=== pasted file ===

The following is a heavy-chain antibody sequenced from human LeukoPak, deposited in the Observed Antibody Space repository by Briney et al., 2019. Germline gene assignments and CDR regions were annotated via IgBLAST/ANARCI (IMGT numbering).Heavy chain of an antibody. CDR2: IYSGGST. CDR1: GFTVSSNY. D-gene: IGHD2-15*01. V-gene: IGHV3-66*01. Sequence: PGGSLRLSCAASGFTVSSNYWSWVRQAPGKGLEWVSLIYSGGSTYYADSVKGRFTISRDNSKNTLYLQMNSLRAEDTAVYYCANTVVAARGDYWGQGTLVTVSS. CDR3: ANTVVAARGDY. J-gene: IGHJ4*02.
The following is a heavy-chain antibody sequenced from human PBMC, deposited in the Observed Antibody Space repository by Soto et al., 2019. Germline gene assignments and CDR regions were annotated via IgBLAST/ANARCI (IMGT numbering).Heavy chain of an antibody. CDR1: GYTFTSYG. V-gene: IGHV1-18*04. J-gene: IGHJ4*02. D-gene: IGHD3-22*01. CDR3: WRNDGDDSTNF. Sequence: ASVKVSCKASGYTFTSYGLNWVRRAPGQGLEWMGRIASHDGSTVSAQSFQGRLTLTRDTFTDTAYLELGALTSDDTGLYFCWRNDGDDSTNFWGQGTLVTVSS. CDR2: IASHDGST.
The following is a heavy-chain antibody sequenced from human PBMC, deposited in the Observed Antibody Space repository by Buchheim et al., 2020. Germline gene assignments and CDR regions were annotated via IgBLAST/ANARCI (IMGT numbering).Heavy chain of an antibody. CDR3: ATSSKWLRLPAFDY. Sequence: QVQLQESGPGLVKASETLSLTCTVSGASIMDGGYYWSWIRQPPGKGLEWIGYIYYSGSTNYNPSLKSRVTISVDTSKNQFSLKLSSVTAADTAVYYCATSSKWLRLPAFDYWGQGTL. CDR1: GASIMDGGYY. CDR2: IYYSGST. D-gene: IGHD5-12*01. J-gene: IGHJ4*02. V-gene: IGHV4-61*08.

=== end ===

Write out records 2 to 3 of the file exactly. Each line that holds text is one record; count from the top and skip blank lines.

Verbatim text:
The following is a heavy-chain antibody sequenced from human PBMC, deposited in the Observed Antibody Space repository by Soto et al., 2019. Germline gene assignments and CDR regions were annotated via IgBLAST/ANARCI (IMGT numbering).Heavy chain of an antibody. CDR1: GYTFTSYG. V-gene: IGHV1-18*04. J-gene: IGHJ4*02. D-gene: IGHD3-22*01. CDR3: WRNDGDDSTNF. Sequence: ASVKVSCKASGYTFTSYGLNWVRRAPGQGLEWMGRIASHDGSTVSAQSFQGRLTLTRDTFTDTAYLELGALTSDDTGLYFCWRNDGDDSTNFWGQGTLVTVSS. CDR2: IASHDGST.
The following is a heavy-chain antibody sequenced from human PBMC, deposited in the Observed Antibody Space repository by Buchheim et al., 2020. Germline gene assignments and CDR regions were annotated via IgBLAST/ANARCI (IMGT numbering).Heavy chain of an antibody. CDR3: ATSSKWLRLPAFDY. Sequence: QVQLQESGPGLVKASETLSLTCTVSGASIMDGGYYWSWIRQPPGKGLEWIGYIYYSGSTNYNPSLKSRVTISVDTSKNQFSLKLSSVTAADTAVYYCATSSKWLRLPAFDYWGQGTL. CDR1: GASIMDGGYY. CDR2: IYYSGST. D-gene: IGHD5-12*01. J-gene: IGHJ4*02. V-gene: IGHV4-61*08.